Kingdom of Heaven Review
Let me be up front about this - I think that this movie could very well be a love it or hate it affair.Ridley Scott has made some very influential movies in his time, from Alien and Blade Runner to Black Hawk Down and Gladiator, he has his fans and has arguably made a lasting impact on cinema but on the flipside, he's also responsible for G.I. Jane and Hannibal. In my eyes, we can add this to those latter movies.
Our tale, should you wish to call it that, revolves around Balian (Bloom), a blacksmith whose wife has committed suicide due to the loss of their child. His father, whom he's never known, returns to encourage him to go to Jerusalem with him, which he initially refuses until certain circumstances force his hand. At Jerusalem, there is a pact of sorts with the Arabs, where the Christians (primarily English) are holding Jerusalem while the Muslims are outside of its walls. The peace is kept between the two sides by the King, however he is dying of leprosy, but this view of peace isn't held by all and an attempt at a war is made while the King lives, however the King's days are numbered and when he dies, the very person who wants a war, is going to get one. Balian decides he's not going to help this new King, mostly due to an assassination attempt on him, so when the King's attack fails spectacularly, it's down to Balian to protect Jerusalem and the people behind it's walls.
Sounds like an epic tale with epic battles doesn't it? Well the film suffers 3 distinct problems which I'll quite merrily explain.
Firstly, the cast. Orlando Bloom can't hold a lead role. Sorry all you Legolas fans, but reality check time, he has no on-screen presence and no charisma. Orlando Bland would be a much better suited name, as he's clearly better as a member of an ensemble piece where limitations can be hidden and positives accentuated. OK if that's not going to get me hate mail, the next one might.
Secondly, the movie clearly has robbed other films, including Scott's own work, but it never lives up to the standard of the movies it steals from. It wants desperately to be an epic like Gladiator, but it doesn't endear to me as much as that movie did. Scott has lifted music for this film that he's utilised elsewhere (Hannibal) and the end siege/battle looks just like the end battle from The Two Towers sans orcs. I'm not just talking that it seems similar; I'm actually meaning it looks practically the same, just not completely at night. Even the sword battles seem to be practically ripped from Gladiator, even down to his own filming style, it just seems to lack any form or innovation. Yes I know he made Gladiator, but that doesn't mean he should rehash it under another name, does it?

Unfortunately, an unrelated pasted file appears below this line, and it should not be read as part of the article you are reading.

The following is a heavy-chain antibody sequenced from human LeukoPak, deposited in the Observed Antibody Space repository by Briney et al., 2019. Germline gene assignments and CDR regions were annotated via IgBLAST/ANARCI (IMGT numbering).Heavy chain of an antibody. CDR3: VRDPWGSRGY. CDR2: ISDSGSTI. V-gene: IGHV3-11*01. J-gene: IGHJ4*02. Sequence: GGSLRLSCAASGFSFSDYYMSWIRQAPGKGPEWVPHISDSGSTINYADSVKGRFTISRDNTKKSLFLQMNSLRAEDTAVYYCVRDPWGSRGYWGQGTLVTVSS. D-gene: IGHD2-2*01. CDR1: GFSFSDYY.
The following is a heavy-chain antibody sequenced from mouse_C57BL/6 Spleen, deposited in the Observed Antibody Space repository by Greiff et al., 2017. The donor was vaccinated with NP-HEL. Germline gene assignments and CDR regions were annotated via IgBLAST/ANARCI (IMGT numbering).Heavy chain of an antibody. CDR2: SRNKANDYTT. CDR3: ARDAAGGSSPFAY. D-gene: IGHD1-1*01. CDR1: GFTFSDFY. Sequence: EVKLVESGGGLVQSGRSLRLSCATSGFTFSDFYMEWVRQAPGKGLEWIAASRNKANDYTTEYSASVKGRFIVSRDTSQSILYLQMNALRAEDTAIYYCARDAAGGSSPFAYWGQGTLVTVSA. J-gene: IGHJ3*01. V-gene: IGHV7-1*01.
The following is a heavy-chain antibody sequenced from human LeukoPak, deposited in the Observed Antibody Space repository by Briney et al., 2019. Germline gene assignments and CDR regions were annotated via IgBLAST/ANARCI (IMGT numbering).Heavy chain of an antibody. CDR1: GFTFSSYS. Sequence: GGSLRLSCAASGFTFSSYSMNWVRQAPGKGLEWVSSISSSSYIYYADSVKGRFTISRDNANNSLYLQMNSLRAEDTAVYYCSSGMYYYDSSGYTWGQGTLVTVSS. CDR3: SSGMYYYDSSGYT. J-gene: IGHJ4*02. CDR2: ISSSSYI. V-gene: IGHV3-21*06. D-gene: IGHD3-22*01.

Third and final problem, which may just be me, but I went into this totally blind and for virtually all of the movie was wondering what the actual story was. I may be seemingly harsh, but I couldn't see the point of it all. If it's effectively a recreation of a battle, well ok fair play, but if it's something deeper and more meaningful, I'd have liked to have a remote clue. I could tell you the whole “plot” in one sentence and you'd have as many questions as I have, namely what was Balian trying to accomplish? He had no reason to get his sins forgiven as was indicated, as he had lost all faith in God, so nope not buying that. He had no reason to follow on to Jerusalem after his father dies (not a spoiler there, it happens in the first 20 minutes), so is it just pride of carrying on his fathers' name, although he'd only just met him? Nope, still not ringing comfortably with me. Once you eliminate redemption and pride, there's no real reason for him to continue or for him to make a good knight, after all, he reminds us he's only a blacksmith. Even, when all is said and done, if you find a semblance of a plot, it's boring. No. let me rephrase that, it's mind-numbingly slow, boring and pointless. I'm sure I'm in a minority and people may well argue that I didn't get it, or I prefer simpler movies or - heaven forbid - I'm a Stallone/Norris/Seagal action movie lover. It's none of them - I prefer his more well-renowned work, I love his brother's movie “Man On Fire”, which takes half of its running time before the act of vengeance kicks in, I loved the dynamic of establishing the bond between Creasy and Pita - I digress, but I say this to illustrate my frustration for this movie, because we have no bond to establish, no coherent reasoning for his actions until the final battle, but by that point, I was beyond caring.
In terms of direction and presentation, it's business as usual, with Scott's flair for certain shots, even semi-ripping off bullet-time by slowing the action down during an intense battle and speeding it back up to real time, but for all the style, gloss and amazing sets, like Pinocchio, this movie's heart is wooden. I'm sure some people will like it, but then some people like Chuck Norris movies. Me? I'll pass on both thanks very much.